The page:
Millions of people carry huge credit card balances. Is it because they don’t understand the costs? Millions more don’t set aside money in a retirement account. Do they not understand the benefits? The conventional answer to both questions is yes. The conventional response is to offer them personal finance 101.
Building financial literacy is a worthwhile goal, but at a basic level we think most people with maxed out credit cards and no retirement savings know they are risking financial ruin. Understanding money is the tip of the iceberg. Although saving regularly is a widely understood principle and four-fifths of households have a savings account, fewer than half say they save regularly out of each paycheck, according to surveys. You have to follow through on a plan. That can be hard.
Procrastination, absentmindedness, temptation, all can become roadblocks on the path from knowledge to behavior. We are committed to improving financial literacy by helping people keep promises they make to themselves. Developing strategies to thwart perfectly human, though costly, behaviors can have a more powerful effect on behavior than teaching simplified versions of accounting and finance.
The people who are supposedly the most financially illiterate often know much more than they are given credit for. For instance, research shows that the poor have a sharper grasp of prices for many goods than rich people. Traditional financial literacy approaches typically take unintuitive financial concepts and try to help people make sense of them as a banker or accountant would. Instead, financial literacy should teach the right concepts in the right ways.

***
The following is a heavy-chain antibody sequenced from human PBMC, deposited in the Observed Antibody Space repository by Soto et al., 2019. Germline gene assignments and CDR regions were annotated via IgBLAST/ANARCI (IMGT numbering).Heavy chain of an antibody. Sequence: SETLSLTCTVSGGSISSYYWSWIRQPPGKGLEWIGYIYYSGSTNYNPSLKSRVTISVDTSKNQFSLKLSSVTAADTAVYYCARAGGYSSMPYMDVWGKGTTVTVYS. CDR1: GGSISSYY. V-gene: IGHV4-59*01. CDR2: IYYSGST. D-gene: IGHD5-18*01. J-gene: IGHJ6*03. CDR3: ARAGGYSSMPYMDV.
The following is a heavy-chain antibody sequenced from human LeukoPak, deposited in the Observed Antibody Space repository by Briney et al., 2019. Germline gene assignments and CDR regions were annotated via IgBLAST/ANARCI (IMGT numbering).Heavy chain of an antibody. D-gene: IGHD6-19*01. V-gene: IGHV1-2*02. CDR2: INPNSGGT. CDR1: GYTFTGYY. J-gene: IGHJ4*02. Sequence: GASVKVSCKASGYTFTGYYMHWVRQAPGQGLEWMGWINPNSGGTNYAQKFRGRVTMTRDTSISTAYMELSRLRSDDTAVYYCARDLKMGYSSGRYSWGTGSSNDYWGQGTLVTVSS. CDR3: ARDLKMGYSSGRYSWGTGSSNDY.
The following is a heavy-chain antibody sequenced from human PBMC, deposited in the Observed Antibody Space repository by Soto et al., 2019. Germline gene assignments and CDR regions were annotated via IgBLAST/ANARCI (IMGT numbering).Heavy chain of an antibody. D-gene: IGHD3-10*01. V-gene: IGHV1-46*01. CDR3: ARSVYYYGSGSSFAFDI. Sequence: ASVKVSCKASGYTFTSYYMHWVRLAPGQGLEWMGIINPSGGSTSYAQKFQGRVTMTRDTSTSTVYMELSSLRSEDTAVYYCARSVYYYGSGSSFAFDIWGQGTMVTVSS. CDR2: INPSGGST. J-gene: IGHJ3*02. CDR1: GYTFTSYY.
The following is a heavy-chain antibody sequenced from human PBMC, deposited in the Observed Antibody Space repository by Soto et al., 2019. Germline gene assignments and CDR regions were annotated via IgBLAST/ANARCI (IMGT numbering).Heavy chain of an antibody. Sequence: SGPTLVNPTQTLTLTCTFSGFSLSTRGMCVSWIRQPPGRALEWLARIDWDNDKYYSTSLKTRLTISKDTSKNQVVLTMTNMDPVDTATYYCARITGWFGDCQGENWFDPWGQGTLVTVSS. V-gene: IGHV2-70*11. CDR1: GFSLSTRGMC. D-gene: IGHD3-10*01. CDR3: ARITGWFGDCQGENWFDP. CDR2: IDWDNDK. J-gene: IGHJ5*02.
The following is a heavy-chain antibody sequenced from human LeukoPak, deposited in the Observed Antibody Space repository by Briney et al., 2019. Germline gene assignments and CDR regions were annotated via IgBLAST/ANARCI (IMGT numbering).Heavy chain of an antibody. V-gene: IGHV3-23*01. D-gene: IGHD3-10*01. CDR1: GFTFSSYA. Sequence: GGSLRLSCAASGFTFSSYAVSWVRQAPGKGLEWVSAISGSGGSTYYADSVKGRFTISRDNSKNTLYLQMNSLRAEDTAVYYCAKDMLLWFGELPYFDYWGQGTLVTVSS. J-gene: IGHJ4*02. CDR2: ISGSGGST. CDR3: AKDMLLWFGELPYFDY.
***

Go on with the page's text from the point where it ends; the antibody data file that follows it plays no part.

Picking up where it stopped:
A smarter approach is to change the concepts to match people’s current knowledge of money and finances. This strategy can have an enormous impact. Looking at payday lending, researchers find that people borrow $40 less each pay cycle when their costs are expressed in simple dollar terms rather than percentage rates. They also pay back the loans they do take out in less time.
Teaching some simple rules of thumb—like putting aside X dollars of your salary every month—can be a better way to put something on the best path to financial security than explaining compound interest. Our own designs in the Dominican Republic, led by Antoinette Schoar, find that this rule-of-thumb approach outperforms alternative strategies.
At ideas42, we are taking these insights and turning them into innovative financial disclosure policies. We are designing products and programs that leverage what people already know to deliver the highest return on investment for the human capital they already have